This really made me think (from It Isn’t Minimalism at Usability Post):

Clear, clean and simple design isn’t minimalist. It’s just good, clear design.

I always look at minimalist web design roundups with great interest because they inspire me, yet for some reason I never thought about how that is in direct opposition to my general indifference toward minimalism in music. Minimalism in music is characterized by patterns that repeat, with the interest generally being in shifting rhythms and/or small changes in tonality that are more apparent because of all the repetition. Minimalism in web design (and design and architecture at large) refers more to the stripping down of a subject to its basics. I suppose you could say that minimalism in music and design represent the same aesthetic, but most minimalist music bores me to tears and I would be pretty aggravated if somebody were to approach me and say that it represents the only necessary elements of music.

I’d opine that the author of the sentence I quoted above is right in questioning whether or not minimalism is the right word, as opposed to something like simple and functional. I’d then have to argue that “good” is far too subjective and that simplicity neither represents good nor bad on its own. I also have to say that just because I’m inspired by these minimalist/clean/functional websites doesn’t mean I don’t still love things that are make huge visual impact in the opposite way (though they must still be clean and functional or I get annoyed very quickly). I wonder how long this trend will last before everything starts to look essentially the same. Sometimes decoration is necessary to give something its own individual character, much like ornamentation can tell you which Baroque composer or architect created a piece. I just hope that the simple, clean functionality espoused by these “minimalist” websites can carry over into web design at large.

Bonus: Music I love that is so not minimalism (and yes, the ending is ridiculous slash bordering on funny):

Each of the five pieces from this post in their original forms. Just in case you thought that perhaps Chopin was the Thelonious Monk of the mid-1800s. And before anybody says anything, yes, lots of instruments play Monti’s version of a Czardas and most of them with the piano, but a Czardas (Csárdás) is really a gypsy violin thing and I like it that way.

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Some of these regularly make the internet rounds and some aren’t necessarily the worst, but all are still hilarious to snooty trained musicians. From a girl playing both clarinet AND piano (admittedly not terribly, but it was creative enough to elicit a giggle) to Sarah Palin to my most favorite Chopin performance OF ALL TIME, enjoy the videos below. Now, if you’ll excuse me, I have to tell my own clarinet player that I don’t need him anymore. Collaborative piano includes self-collaboration, right?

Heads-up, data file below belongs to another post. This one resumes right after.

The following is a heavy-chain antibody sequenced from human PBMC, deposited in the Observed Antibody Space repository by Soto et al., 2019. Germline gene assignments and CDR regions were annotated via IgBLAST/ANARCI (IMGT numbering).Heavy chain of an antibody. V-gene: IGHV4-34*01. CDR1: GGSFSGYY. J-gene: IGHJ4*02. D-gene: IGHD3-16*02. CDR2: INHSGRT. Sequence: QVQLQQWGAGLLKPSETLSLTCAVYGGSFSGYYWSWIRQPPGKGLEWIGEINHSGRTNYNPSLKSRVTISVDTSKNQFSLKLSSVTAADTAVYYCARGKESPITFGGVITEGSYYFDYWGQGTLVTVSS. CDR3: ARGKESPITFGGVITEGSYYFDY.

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Music, Purchases

Review: Yamaha AvantGrand N3

Update: Thoughts after 21 months.

Update 2: I’m very slightly amending this post to make it less informal because of a shift in readership that I couldn’t have anticipated. It’s not because of this kind of garbage, although feel free to read what they quoted to see what sort of friend-oriented flippant sentences were here before.

Yep, I bought a new instrument. Here’s a little bit of backstory, some pictures, and my thoughts.

Yamaha AvantGrand N3

I’ve had a Technics SX-PR303 since 1995 and I still love it. Weighted touch sensitive keys, sounds galore, easy multi-track recording – I’ve used and abused the thing. It’s gone with me to gigs in Virginia Beach, in and out of several apartments in Richmond, and in both of my apartments here in Rochester. It’s dealt with me playing crappy musical numbers, singing while playing, and shoddily realizing figured bass without a word of judgment. But finally, the time had come to replace it. The damper pedal was going in and out and I just couldn’t do the level of practicing that I needed to do on it anymore.

In November, Vivian sent me this Slate article on this “digital hybrid” piano that Yamaha was touting. Besides the fact that it name-checked Donald in Mathmagic Land (a nice memory from grade school math class) and compared the Tactile Response System to an N64 Rumble Pak, I found myself thinking, “why haven’t all digital pianos been like this before?” Maybe it’s gimmicky, and anything with marketing speak is sure to sound that way, but it seemed sensible to me.